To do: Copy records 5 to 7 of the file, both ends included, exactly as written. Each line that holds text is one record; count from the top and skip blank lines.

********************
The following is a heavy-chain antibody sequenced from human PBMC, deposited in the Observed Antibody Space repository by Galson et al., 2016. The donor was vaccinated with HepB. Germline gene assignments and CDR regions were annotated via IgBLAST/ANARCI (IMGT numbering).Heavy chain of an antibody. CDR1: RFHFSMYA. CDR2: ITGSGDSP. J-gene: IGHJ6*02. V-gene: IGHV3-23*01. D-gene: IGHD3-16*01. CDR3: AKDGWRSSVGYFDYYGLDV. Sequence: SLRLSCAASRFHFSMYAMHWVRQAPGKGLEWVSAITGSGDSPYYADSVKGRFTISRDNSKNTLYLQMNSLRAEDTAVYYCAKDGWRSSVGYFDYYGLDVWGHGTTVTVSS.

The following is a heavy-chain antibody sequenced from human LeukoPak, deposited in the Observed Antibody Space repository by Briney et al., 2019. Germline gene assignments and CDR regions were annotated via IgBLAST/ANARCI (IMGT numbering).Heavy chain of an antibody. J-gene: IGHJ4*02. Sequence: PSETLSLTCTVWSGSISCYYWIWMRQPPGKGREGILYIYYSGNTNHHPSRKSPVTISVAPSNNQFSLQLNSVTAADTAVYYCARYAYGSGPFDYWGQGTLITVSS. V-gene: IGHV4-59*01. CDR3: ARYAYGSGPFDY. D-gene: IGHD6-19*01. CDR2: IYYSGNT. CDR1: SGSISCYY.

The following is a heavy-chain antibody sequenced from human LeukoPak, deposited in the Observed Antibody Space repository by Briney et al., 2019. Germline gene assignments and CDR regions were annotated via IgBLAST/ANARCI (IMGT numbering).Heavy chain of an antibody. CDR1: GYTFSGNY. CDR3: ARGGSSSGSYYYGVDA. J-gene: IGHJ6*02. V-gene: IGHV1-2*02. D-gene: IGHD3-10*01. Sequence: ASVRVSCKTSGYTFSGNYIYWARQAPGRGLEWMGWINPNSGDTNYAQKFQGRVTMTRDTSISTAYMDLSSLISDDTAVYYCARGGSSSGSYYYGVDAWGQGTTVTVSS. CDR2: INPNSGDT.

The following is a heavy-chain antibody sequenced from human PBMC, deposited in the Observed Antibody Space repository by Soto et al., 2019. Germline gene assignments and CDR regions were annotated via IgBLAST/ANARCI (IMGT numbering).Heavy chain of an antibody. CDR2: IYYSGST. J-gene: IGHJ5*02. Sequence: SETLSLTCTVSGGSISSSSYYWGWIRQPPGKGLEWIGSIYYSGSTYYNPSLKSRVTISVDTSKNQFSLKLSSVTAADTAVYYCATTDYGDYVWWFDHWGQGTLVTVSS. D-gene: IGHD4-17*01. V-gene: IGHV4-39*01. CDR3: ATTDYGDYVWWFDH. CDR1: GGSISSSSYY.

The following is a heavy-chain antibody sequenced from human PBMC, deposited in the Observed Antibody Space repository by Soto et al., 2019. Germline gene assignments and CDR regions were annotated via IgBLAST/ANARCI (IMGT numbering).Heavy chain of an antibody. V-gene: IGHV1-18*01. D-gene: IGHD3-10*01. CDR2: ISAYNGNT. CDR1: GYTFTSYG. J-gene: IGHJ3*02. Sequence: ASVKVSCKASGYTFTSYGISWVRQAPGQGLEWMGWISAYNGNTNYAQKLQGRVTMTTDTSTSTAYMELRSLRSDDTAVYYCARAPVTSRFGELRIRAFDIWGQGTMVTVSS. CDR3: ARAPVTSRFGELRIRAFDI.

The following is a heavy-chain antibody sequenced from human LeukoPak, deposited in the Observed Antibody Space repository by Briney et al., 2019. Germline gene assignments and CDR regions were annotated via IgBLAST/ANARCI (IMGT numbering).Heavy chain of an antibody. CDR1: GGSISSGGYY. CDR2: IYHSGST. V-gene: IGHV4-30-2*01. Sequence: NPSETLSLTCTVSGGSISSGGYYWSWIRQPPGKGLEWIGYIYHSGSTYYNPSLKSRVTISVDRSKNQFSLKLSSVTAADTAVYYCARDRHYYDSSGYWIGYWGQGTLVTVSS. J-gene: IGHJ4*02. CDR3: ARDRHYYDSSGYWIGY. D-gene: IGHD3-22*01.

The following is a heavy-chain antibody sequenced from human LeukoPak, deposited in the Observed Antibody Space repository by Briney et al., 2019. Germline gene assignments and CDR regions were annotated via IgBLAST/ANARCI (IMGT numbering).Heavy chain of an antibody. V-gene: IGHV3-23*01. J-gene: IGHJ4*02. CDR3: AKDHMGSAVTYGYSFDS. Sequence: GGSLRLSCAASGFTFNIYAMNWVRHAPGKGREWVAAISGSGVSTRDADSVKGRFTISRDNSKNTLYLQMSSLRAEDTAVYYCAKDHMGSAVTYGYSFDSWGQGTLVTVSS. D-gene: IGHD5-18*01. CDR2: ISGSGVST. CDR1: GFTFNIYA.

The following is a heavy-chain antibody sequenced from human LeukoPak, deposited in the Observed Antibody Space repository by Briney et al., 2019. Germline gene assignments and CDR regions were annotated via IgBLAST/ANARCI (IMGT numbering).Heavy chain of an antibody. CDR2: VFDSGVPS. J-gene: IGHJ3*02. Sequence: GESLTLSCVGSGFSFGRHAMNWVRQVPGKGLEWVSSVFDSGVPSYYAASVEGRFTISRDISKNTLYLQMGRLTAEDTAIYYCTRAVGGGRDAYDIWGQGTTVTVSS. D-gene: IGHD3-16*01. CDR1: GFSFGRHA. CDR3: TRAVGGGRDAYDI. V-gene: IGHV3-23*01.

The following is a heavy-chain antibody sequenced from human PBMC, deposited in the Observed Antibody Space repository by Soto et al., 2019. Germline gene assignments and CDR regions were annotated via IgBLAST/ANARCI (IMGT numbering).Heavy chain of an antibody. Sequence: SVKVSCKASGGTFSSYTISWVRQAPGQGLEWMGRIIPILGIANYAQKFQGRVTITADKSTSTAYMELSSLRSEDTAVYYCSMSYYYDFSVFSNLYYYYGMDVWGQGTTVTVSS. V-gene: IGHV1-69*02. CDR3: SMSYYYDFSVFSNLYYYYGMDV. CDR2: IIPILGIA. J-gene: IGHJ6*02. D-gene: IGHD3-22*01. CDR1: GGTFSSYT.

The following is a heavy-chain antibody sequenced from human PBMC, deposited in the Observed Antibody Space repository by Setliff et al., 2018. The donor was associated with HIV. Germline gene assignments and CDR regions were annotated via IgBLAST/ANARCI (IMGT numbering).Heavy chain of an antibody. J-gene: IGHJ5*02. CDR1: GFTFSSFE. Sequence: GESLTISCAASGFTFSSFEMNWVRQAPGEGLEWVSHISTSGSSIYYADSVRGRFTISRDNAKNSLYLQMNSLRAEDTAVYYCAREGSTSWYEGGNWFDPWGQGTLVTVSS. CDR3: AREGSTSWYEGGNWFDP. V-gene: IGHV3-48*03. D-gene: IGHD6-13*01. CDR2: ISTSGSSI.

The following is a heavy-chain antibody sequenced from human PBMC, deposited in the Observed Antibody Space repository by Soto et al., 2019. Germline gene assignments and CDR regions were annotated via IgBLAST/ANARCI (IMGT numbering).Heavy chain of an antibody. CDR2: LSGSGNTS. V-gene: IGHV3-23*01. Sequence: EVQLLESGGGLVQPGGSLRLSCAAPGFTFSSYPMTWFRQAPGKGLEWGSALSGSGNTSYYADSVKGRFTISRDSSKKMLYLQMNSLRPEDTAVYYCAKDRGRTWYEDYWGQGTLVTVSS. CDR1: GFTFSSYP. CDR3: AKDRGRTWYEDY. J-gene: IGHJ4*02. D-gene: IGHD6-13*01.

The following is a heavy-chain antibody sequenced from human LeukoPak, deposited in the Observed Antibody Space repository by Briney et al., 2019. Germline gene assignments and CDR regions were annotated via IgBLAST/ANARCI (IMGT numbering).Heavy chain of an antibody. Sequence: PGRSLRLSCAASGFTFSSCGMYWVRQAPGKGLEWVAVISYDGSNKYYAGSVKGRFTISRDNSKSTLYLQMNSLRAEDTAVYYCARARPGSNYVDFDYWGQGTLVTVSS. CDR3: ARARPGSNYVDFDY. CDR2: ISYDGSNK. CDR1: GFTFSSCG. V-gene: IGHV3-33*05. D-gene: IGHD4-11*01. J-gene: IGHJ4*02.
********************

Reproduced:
The following is a heavy-chain antibody sequenced from human PBMC, deposited in the Observed Antibody Space repository by Soto et al., 2019. Germline gene assignments and CDR regions were annotated via IgBLAST/ANARCI (IMGT numbering).Heavy chain of an antibody. V-gene: IGHV1-18*01. D-gene: IGHD3-10*01. CDR2: ISAYNGNT. CDR1: GYTFTSYG. J-gene: IGHJ3*02. Sequence: ASVKVSCKASGYTFTSYGISWVRQAPGQGLEWMGWISAYNGNTNYAQKLQGRVTMTTDTSTSTAYMELRSLRSDDTAVYYCARAPVTSRFGELRIRAFDIWGQGTMVTVSS. CDR3: ARAPVTSRFGELRIRAFDI.

The following is a heavy-chain antibody sequenced from human LeukoPak, deposited in the Observed Antibody Space repository by Briney et al., 2019. Germline gene assignments and CDR regions were annotated via IgBLAST/ANARCI (IMGT numbering).Heavy chain of an antibody. CDR1: GGSISSGGYY. CDR2: IYHSGST. V-gene: IGHV4-30-2*01. Sequence: NPSETLSLTCTVSGGSISSGGYYWSWIRQPPGKGLEWIGYIYHSGSTYYNPSLKSRVTISVDRSKNQFSLKLSSVTAADTAVYYCARDRHYYDSSGYWIGYWGQGTLVTVSS. J-gene: IGHJ4*02. CDR3: ARDRHYYDSSGYWIGY. D-gene: IGHD3-22*01.

The following is a heavy-chain antibody sequenced from human LeukoPak, deposited in the Observed Antibody Space repository by Briney et al., 2019. Germline gene assignments and CDR regions were annotated via IgBLAST/ANARCI (IMGT numbering).Heavy chain of an antibody. V-gene: IGHV3-23*01. J-gene: IGHJ4*02. CDR3: AKDHMGSAVTYGYSFDS. Sequence: GGSLRLSCAASGFTFNIYAMNWVRHAPGKGREWVAAISGSGVSTRDADSVKGRFTISRDNSKNTLYLQMSSLRAEDTAVYYCAKDHMGSAVTYGYSFDSWGQGTLVTVSS. D-gene: IGHD5-18*01. CDR2: ISGSGVST. CDR1: GFTFNIYA.